CHICAGO — The Illinois Retired Teachers Association filed suit Dec. 27 challenging the constitutionality of the state’s controversial plan to deal with the nation’s most underfunded public employee pension system.
The lawsuit is the first of what could be many filed on behalf of state workers, university employees, lawmakers and teachers. The legal challenge argues the law, which limits cost-of-living increases, raises retirement ages for many current workers and caps the amount of salaries eligible for retirement benefits, violates the state Constitution. The suit was filed in Cook County Circuit Court on behalf of eight non-union retirees, teachers and superintendents who are members of the state’s Teacher Retirement System.
Representatives of the We Are One coalition of public employee unions, including the state’s two major teachers’ unions, have said they expect to file suit shortly.
“The law allows anyone to avail themselves of their legal rights, and We Are One Illinois plans to do the same at the appropriate time,” Director of Communications of the Illinois Federation of Teachers Aviva Brown said in a statement from the IFT’s Peru office. “The Illinois Federation of Teachers and our coalition partners are focused on preparing to bring the most effective case possible to defend the constitutional rights of our members and hundreds of thousands of other public employees and retirees throughout Illinois.”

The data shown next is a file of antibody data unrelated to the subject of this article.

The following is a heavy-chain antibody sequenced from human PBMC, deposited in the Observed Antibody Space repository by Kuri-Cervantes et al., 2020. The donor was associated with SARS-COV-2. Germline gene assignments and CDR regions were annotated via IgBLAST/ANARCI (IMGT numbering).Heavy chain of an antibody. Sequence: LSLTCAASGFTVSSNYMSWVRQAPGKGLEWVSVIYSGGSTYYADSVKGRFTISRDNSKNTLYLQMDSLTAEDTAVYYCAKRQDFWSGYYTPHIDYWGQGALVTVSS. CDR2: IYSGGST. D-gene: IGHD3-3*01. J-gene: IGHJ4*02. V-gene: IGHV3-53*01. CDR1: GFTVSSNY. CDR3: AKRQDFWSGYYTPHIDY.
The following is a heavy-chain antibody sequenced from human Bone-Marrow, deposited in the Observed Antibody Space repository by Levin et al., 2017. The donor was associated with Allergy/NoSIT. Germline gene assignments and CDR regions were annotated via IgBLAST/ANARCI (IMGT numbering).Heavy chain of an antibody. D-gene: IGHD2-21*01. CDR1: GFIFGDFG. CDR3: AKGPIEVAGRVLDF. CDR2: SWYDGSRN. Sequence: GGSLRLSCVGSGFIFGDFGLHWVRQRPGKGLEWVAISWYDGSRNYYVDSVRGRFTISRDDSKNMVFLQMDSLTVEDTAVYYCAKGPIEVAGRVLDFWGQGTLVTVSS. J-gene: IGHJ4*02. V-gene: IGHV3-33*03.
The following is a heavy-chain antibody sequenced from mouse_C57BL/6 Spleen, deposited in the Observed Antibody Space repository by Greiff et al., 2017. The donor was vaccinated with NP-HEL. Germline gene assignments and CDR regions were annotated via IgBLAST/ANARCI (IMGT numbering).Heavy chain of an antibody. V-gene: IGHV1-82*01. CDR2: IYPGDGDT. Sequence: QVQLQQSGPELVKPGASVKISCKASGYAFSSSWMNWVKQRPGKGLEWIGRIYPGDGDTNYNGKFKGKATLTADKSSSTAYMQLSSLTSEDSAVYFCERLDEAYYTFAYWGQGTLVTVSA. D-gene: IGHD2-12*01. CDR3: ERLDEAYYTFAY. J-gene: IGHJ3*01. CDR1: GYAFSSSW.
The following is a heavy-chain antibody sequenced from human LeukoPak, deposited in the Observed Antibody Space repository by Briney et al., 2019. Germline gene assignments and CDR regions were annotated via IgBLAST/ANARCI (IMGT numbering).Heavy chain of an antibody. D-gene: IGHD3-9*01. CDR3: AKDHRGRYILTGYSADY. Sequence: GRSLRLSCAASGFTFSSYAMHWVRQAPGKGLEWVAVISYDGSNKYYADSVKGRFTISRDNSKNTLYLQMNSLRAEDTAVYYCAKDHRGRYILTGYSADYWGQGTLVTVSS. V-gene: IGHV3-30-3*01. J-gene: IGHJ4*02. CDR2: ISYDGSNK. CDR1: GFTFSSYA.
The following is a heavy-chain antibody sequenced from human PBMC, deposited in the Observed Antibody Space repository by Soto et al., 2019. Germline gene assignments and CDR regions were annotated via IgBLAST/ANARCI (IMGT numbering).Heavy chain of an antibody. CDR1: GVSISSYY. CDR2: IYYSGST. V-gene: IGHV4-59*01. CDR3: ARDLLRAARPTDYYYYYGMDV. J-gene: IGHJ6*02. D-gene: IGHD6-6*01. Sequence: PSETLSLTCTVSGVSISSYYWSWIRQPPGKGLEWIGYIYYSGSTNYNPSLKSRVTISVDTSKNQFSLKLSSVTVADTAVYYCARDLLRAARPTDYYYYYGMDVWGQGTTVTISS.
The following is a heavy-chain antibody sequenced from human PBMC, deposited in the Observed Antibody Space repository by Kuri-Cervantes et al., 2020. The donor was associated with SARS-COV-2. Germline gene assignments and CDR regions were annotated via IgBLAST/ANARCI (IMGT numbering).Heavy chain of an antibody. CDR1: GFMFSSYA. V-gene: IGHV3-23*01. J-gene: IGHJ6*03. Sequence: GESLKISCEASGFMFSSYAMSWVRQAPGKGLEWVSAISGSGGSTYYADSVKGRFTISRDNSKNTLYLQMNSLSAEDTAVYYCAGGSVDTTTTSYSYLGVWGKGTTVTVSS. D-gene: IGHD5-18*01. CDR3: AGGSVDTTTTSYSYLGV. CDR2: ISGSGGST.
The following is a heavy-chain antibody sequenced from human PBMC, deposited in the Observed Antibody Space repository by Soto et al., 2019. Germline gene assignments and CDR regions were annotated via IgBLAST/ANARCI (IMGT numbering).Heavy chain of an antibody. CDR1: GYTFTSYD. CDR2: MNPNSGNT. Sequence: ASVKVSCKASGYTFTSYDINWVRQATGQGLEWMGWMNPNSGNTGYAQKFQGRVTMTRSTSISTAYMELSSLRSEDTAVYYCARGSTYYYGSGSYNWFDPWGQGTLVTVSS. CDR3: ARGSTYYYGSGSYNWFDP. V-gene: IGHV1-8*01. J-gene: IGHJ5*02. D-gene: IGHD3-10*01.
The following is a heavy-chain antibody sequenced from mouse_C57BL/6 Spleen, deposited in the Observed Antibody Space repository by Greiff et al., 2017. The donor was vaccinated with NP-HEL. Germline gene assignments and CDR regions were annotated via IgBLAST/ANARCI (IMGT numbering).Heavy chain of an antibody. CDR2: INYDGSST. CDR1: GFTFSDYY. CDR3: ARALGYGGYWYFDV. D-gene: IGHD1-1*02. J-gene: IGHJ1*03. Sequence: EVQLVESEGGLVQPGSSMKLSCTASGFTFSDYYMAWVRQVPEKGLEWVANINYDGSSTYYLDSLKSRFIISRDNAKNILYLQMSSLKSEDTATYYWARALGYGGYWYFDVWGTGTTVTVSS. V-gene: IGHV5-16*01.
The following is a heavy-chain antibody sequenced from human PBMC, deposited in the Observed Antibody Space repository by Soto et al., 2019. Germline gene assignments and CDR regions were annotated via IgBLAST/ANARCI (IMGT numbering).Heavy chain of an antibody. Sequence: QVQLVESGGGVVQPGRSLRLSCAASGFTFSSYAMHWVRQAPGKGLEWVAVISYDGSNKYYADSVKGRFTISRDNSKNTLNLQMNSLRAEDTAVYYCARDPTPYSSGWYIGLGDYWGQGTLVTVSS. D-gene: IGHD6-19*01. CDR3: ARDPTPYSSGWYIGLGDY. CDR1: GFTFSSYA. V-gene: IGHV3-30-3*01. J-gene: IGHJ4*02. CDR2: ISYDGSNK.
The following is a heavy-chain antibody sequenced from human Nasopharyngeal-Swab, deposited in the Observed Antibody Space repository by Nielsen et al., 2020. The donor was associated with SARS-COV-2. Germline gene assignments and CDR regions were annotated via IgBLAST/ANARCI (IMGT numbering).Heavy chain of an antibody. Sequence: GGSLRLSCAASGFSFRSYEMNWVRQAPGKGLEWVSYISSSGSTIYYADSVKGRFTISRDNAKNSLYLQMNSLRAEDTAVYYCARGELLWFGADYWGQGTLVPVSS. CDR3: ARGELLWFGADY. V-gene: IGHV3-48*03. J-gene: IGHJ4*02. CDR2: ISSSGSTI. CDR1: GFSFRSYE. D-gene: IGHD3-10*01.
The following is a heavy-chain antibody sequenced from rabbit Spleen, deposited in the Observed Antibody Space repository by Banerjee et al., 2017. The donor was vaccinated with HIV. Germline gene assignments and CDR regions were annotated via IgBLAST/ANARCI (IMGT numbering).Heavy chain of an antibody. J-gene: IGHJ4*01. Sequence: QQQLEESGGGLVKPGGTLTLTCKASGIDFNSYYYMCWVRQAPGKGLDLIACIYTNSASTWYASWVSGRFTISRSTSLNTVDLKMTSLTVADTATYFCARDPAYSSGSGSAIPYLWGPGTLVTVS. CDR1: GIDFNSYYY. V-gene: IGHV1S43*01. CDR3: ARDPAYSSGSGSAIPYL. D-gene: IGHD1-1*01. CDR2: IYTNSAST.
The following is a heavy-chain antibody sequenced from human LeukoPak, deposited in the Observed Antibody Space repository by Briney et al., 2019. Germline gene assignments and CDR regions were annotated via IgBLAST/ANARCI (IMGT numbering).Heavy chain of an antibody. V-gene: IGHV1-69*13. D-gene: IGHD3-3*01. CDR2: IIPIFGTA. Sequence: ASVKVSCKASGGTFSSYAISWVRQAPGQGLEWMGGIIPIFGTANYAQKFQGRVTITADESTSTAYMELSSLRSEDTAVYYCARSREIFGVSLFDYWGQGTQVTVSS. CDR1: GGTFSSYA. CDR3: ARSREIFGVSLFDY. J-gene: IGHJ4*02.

A spokeswoman for Gov. Pat Quinn’s office said a lawsuit had been expected, but the administration “(expects) this landmark reform will be upheld as constitutional.”
“We believe the new law is as constitutionally sound as it is urgently needed to resolve the state’s pension crisis,” Quinn spokeswoman Brooke Anderson said in a statement.“This historic law squarely addresses the most pressing fiscal crisis of our time by eliminating the state’s unfunded pension debt, a standard set by the governor two years ago. It will ensure retirement security for those who have faithfully contributed to the pension systems, end the squeeze on critical education and human services and support economic growth.”
At issue is a provision of the 1970 Illinois Constitution which states that public pensions represent “an enforceable contractual relationship, the benefits of which shall not be diminished or impaired.” The new legislation scales back what had been annual 3 percent compounded cost-of-living increases to retirees into non-compounding yearly increases based on a formula that takes into account an employee’s years of service.
The measure also requires many current workers to skip up to five annual cost-of-living pension increases when they retire. For current workers, it also would boost the retirement age by up to five years, depending on their age.
Judicial pensions are not included in the new law, an effort to try to avoid a conflict of interest on the constitutional issue. Pensions for Chicago teachers are not part of the new law, since they are funded by city property taxpayers.
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